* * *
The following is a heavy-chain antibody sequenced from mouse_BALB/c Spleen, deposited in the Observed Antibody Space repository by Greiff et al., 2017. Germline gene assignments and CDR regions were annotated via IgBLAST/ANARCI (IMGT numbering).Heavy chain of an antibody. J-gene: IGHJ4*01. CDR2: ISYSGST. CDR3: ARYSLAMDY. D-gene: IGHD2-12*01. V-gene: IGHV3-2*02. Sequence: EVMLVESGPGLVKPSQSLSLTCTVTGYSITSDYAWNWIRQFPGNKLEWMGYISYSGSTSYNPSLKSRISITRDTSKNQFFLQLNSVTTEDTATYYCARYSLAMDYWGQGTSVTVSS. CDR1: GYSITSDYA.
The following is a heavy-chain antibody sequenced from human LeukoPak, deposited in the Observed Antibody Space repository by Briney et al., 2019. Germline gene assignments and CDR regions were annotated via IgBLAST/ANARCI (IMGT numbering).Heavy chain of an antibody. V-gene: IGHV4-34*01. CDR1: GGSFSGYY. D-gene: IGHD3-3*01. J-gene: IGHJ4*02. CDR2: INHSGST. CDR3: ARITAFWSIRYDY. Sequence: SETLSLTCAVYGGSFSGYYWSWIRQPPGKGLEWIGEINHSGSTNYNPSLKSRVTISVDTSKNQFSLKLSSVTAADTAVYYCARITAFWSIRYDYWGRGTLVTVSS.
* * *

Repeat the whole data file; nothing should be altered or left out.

The following is a heavy-chain antibody sequenced from mouse_BALB/c Spleen, deposited in the Observed Antibody Space repository by Greiff et al., 2017. Germline gene assignments and CDR regions were annotated via IgBLAST/ANARCI (IMGT numbering).Heavy chain of an antibody. J-gene: IGHJ4*01. CDR2: ISYSGST. CDR3: ARYSLAMDY. D-gene: IGHD2-12*01. V-gene: IGHV3-2*02. Sequence: EVMLVESGPGLVKPSQSLSLTCTVTGYSITSDYAWNWIRQFPGNKLEWMGYISYSGSTSYNPSLKSRISITRDTSKNQFFLQLNSVTTEDTATYYCARYSLAMDYWGQGTSVTVSS. CDR1: GYSITSDYA.
The following is a heavy-chain antibody sequenced from human LeukoPak, deposited in the Observed Antibody Space repository by Briney et al., 2019. Germline gene assignments and CDR regions were annotated via IgBLAST/ANARCI (IMGT numbering).Heavy chain of an antibody. V-gene: IGHV4-34*01. CDR1: GGSFSGYY. D-gene: IGHD3-3*01. J-gene: IGHJ4*02. CDR2: INHSGST. CDR3: ARITAFWSIRYDY. Sequence: SETLSLTCAVYGGSFSGYYWSWIRQPPGKGLEWIGEINHSGSTNYNPSLKSRVTISVDTSKNQFSLKLSSVTAADTAVYYCARITAFWSIRYDYWGRGTLVTVSS.